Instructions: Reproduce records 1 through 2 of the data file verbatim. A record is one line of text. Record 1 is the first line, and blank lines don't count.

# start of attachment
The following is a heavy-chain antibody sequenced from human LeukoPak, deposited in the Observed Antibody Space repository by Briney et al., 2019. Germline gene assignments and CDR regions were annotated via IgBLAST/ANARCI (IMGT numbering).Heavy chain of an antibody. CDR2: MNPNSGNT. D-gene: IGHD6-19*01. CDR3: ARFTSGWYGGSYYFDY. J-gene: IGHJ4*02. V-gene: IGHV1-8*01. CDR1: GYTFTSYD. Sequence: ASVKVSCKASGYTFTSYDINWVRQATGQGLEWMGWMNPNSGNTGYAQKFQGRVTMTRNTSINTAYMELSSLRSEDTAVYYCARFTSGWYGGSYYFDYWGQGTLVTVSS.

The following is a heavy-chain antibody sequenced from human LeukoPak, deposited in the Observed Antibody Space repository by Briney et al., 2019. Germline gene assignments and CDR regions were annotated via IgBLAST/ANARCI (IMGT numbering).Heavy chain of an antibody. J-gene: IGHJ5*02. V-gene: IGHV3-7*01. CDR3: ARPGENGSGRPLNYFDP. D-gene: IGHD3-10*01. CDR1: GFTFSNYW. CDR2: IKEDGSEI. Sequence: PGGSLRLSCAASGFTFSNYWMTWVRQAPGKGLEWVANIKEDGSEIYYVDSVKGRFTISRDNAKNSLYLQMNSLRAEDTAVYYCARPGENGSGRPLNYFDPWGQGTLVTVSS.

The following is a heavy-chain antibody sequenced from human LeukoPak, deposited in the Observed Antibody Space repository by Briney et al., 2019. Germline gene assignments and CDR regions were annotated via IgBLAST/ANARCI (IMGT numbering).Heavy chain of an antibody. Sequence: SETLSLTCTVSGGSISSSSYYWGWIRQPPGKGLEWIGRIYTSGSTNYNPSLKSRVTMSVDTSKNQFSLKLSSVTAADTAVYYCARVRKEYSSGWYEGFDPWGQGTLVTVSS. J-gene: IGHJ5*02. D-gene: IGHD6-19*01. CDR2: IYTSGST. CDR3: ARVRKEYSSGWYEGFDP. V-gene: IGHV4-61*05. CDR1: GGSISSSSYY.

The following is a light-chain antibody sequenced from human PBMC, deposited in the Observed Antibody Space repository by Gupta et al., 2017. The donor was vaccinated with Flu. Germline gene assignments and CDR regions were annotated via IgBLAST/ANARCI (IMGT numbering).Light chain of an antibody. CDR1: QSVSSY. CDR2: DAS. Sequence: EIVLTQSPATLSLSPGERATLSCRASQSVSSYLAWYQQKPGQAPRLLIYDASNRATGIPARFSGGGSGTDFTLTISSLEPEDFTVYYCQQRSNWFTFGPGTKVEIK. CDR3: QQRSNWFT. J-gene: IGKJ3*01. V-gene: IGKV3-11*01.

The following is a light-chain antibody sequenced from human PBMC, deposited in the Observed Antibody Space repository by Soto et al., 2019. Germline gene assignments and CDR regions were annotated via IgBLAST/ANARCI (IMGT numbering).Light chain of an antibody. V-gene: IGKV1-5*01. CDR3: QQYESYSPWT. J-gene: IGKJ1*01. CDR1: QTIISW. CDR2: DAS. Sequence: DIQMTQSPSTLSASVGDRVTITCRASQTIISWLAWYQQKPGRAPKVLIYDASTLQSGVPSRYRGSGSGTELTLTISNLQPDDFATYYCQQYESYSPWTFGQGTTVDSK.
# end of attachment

The following is a heavy-chain antibody sequenced from human LeukoPak, deposited in the Observed Antibody Space repository by Briney et al., 2019. Germline gene assignments and CDR regions were annotated via IgBLAST/ANARCI (IMGT numbering).Heavy chain of an antibody. CDR2: MNPNSGNT. D-gene: IGHD6-19*01. CDR3: ARFTSGWYGGSYYFDY. J-gene: IGHJ4*02. V-gene: IGHV1-8*01. CDR1: GYTFTSYD. Sequence: ASVKVSCKASGYTFTSYDINWVRQATGQGLEWMGWMNPNSGNTGYAQKFQGRVTMTRNTSINTAYMELSSLRSEDTAVYYCARFTSGWYGGSYYFDYWGQGTLVTVSS.

The following is a heavy-chain antibody sequenced from human LeukoPak, deposited in the Observed Antibody Space repository by Briney et al., 2019. Germline gene assignments and CDR regions were annotated via IgBLAST/ANARCI (IMGT numbering).Heavy chain of an antibody. J-gene: IGHJ5*02. V-gene: IGHV3-7*01. CDR3: ARPGENGSGRPLNYFDP. D-gene: IGHD3-10*01. CDR1: GFTFSNYW. CDR2: IKEDGSEI. Sequence: PGGSLRLSCAASGFTFSNYWMTWVRQAPGKGLEWVANIKEDGSEIYYVDSVKGRFTISRDNAKNSLYLQMNSLRAEDTAVYYCARPGENGSGRPLNYFDPWGQGTLVTVSS.